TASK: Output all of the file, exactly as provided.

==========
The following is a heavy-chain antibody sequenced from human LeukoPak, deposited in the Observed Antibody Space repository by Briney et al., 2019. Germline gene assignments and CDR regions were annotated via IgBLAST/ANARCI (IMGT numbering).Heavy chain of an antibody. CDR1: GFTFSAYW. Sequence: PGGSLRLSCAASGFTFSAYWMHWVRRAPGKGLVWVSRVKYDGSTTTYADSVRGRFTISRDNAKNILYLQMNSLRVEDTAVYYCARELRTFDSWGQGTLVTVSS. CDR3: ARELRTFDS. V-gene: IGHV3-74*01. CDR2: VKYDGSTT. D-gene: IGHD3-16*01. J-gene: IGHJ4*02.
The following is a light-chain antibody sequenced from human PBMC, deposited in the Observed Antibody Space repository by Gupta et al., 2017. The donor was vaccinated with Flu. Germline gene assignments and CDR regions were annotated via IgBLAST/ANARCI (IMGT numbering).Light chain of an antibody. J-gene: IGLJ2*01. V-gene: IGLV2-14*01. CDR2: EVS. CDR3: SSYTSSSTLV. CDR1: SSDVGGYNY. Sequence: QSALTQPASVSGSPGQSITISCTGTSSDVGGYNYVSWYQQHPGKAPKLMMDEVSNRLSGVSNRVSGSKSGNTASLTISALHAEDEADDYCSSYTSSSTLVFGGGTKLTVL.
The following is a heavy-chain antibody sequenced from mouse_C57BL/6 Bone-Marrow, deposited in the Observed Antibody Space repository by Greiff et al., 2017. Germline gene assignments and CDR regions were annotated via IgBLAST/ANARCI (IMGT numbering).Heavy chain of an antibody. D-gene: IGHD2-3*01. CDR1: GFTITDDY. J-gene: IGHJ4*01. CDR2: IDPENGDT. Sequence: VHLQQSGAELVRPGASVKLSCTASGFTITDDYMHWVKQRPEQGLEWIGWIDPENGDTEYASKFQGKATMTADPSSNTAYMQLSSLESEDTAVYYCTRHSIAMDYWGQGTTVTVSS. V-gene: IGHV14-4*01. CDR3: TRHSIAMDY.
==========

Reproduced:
The following is a heavy-chain antibody sequenced from human LeukoPak, deposited in the Observed Antibody Space repository by Briney et al., 2019. Germline gene assignments and CDR regions were annotated via IgBLAST/ANARCI (IMGT numbering).Heavy chain of an antibody. CDR1: GFTFSAYW. Sequence: PGGSLRLSCAASGFTFSAYWMHWVRRAPGKGLVWVSRVKYDGSTTTYADSVRGRFTISRDNAKNILYLQMNSLRVEDTAVYYCARELRTFDSWGQGTLVTVSS. CDR3: ARELRTFDS. V-gene: IGHV3-74*01. CDR2: VKYDGSTT. D-gene: IGHD3-16*01. J-gene: IGHJ4*02.
The following is a light-chain antibody sequenced from human PBMC, deposited in the Observed Antibody Space repository by Gupta et al., 2017. The donor was vaccinated with Flu. Germline gene assignments and CDR regions were annotated via IgBLAST/ANARCI (IMGT numbering).Light chain of an antibody. J-gene: IGLJ2*01. V-gene: IGLV2-14*01. CDR2: EVS. CDR3: SSYTSSSTLV. CDR1: SSDVGGYNY. Sequence: QSALTQPASVSGSPGQSITISCTGTSSDVGGYNYVSWYQQHPGKAPKLMMDEVSNRLSGVSNRVSGSKSGNTASLTISALHAEDEADDYCSSYTSSSTLVFGGGTKLTVL.
The following is a heavy-chain antibody sequenced from mouse_C57BL/6 Bone-Marrow, deposited in the Observed Antibody Space repository by Greiff et al., 2017. Germline gene assignments and CDR regions were annotated via IgBLAST/ANARCI (IMGT numbering).Heavy chain of an antibody. D-gene: IGHD2-3*01. CDR1: GFTITDDY. J-gene: IGHJ4*01. CDR2: IDPENGDT. Sequence: VHLQQSGAELVRPGASVKLSCTASGFTITDDYMHWVKQRPEQGLEWIGWIDPENGDTEYASKFQGKATMTADPSSNTAYMQLSSLESEDTAVYYCTRHSIAMDYWGQGTTVTVSS. V-gene: IGHV14-4*01. CDR3: TRHSIAMDY.